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Some mentally ill discharged too soon: OAG

NZ Newswire logoNZ Newswire 31/05/2017 Karen Sweeney

Some mentally ill people are being discharged from hospital before they're ready to make way for "more unwell" people because of a high demand for inpatient beds, a report from the Auditor-General's office has revealed.

Deputy Controller and Auditor-General Greg Schollum's scathing report found some patients were being discharged at short notice and before community support could be put in place.

"High occupancy rates in inpatient units mean some people have to be discharged on a 'least unwell' basis to create a space for a 'more unwell' person," he found.

"People are sometimes discharged on short notice, and some without the knowledge of community mental health teams or the person's family."

The review looked at more than 20,000 people who were admitted for acute mental health treatment between mid-2011 and mid-2015.

They were among 375,000 people to receive specialist mental health services during that period.

Mr Schollum's report, tabled in Parliament on Wednesday, revealed that in the last three years no DHB had met their own target to follow up with 90 per cent of patients within seven days of discharge.

On that, Health Minister Jonathan Coleman said DHBs "need to lift their game" but on other aspects of the report said work was being done to address concerns.

"[Data from] that report is from 14 months ago. The Ministry of Health has been working ever since with DHBs in light of the findings that have been communicated by the OAG so there've been measures taken," he said.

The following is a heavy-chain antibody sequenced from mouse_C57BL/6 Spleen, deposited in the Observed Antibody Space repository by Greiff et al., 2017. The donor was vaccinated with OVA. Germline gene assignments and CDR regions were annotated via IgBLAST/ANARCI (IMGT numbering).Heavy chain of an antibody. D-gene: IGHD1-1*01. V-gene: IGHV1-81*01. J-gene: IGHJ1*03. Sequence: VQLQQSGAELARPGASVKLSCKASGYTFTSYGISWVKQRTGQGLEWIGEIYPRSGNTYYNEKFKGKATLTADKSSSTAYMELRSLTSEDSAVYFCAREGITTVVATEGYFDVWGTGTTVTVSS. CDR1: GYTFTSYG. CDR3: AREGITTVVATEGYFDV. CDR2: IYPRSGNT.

"The Health Quality and Safety Commission has launched an initiative around discharge planning so it's important that the findings in the audit are addressed."

Labour leader Andrew Little said way too many people were having disastrous experiences in the area and couldn't rule out that people may have died as a result.

"We have a mental health service at the acute end that is poorly resourced, struggling to keep up and the people paying the price for that are mental health patients and their families," he said.

The service is stretched to breaking point, he said, adding that he'd made mental health a personal priority.

Mr Schollum found while some patients may voluntarily choose not to follow up with service providers, waiting lists, funding and eligibility were also barriers to stopping people from getting support after being discharged.

Difficulty finding accommodation was also a concern, he said.

Dr Coleman said he expected DHBs to provide "appropriate placement in the communities" to meet patient needs.

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